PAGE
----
Investing is always better than spending.
You are overlooking the power of leverage or using borrowed money. Suppose you buy a house with 10% down payment and a CMHC insured mortgage for the other 90%.
Originally Posted by Guigz
Now suppose real estate goes up 10%. That means you just doubled your money. This is not at all unusual. It is not even especially creative.
I have bought rental properties with no money down, that brought in enough rent to pay all the expenses, pay the mortgage payments, and leave me $1000 cash at the end of each month.
So what was my percentage return, considering my out of pocket investment was zero? How many could you afford to buy, if your down payment was zero and your monthly payment was zero?
How fast would real estate have to appreciate to make you rich? What if I told you it wouldn't matter if it didn't appreciate at all?
Suppose I bought a million dollars worth of property with low or no down payment but the rental income covered the payments. Now suppose I was DEAD WRONG about real estate and real estate did not go up ONE PENNY in 20 years. This has never happened but suppose it did?
Well at the end of twenty years all the mortgages would be paid off and there I would be, stuck with a million dollars worth of property. Free and clear with a steady monthly rental income and no mortgage payments.
When I started out I made the mistake of selling a property when I saw a juicy profit. Then watched the same property continue to soar in value. Eventually I figured out, procrastination pays! It's the only business where sitting tight and doing nothing pays such big dividends.
This is barely scratching the surface. There are other things you can do that multiply your gains. Unfortunately they require work, brains, knowledge and even a little risk. I want to get away from that and into some sort of investment where I sit with my feet up on the desk and let someone else do the work.
Last edited by Rusty O'Toole; 2012-09-14 at 01:33 PM.
I'm glad you brought up Greece. If that old Greek had bought a house 2000 years ago and passed it on to his heirs, his progeny could be living there yet.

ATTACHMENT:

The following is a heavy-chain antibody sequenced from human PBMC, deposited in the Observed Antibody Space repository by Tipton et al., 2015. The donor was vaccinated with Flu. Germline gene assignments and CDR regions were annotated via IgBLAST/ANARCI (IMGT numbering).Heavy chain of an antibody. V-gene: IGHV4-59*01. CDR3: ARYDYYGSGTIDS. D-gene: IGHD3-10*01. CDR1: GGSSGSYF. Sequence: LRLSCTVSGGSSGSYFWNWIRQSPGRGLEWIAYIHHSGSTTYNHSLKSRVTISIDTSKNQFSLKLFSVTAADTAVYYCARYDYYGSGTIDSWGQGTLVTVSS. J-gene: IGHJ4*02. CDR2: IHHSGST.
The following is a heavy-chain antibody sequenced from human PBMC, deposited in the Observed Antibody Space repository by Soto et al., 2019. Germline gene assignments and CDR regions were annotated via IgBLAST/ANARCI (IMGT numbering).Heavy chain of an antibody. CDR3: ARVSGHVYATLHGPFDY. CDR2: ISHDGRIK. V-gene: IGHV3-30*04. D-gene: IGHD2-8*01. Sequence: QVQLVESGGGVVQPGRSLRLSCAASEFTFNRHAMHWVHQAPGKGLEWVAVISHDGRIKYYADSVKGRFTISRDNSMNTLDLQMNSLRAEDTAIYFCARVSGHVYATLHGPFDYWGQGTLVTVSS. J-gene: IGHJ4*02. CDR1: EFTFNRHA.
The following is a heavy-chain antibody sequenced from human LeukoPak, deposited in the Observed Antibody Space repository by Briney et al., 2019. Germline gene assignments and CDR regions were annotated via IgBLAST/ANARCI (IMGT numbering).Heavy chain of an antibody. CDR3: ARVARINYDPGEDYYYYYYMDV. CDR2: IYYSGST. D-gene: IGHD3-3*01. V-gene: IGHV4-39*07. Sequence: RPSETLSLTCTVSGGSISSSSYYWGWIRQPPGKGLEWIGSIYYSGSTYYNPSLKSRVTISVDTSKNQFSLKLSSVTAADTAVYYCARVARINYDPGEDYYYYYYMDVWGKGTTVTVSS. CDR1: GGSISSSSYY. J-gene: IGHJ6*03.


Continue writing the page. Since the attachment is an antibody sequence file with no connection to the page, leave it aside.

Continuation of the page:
If he invested in nice safe government bonds how much money would they have today? Greece's government bonds have gone to zero about every 50 years as far back as history records. If you don't believe me, they are in the middle of doing it again.
Go ask a Greek if he wishes his grandfather invested in property or government bonds. He'll look at you as if you are crazy.
Once upon a time, I bought a unicorn and every time it passed wind rainbows flew out of its ass. It sure was nice. All those rainbows.
The unicorn never needed a stable, unicorn food, water, brushing, veterinary care or any other things you might imagine a unicorn might need that might cost money it was all free like a magical dream.
It sure was nice when the unicorn started sweating gold nuggets after 20 years. True passive income, just sit under the unicorn and the gold falls on you.
If you aren't making money the day you buy RE, it's not an investment. Waiting for 25+ years is ridiculous - especially in hopes of eventually being compensated for the risk you take. People underestimate the huge amount of work and risk that is involved in RE and we've all heard the dozens or so reasons to invest in RE and the ways to make money (eventually or in the present), but it's simply not investing if you're not cashflow positive the day you buy.
If you're subsidizing your tenants, then you're speculating - it's simply not an investment. 25 years to profit is going to wear you down, day in and day out. I'd much rather be paid to do work so a second part-time job would be smarter than going cashflow negative. Do that math.
If you're buying cashflow negative, you're investing at the wrong value. Wait... or start a business.
I agree w you Chris L. It has to be cash flow positive from day 1. It can't break even and hope for inflation to give you capital appreciation.
You would think after 35 years I would be used to people telling me I can't make money in real estate. Fortunately it works whether anybody believes it or not.
So how's that following the herd thing working out for you guys?
For the average place in downtown Toronto, with no mortgage it's pretty damn hard not to be cashflow positive from day 1. If you add in the expense of a mortgage to vacancy, taxes & maintenance, you are paying down the property with interest, and praying appreciation will outperform inflation+interest.
Actually, I think real estate is a place where the herd is pretty well represented.
Originally Posted by Rusty O'Toole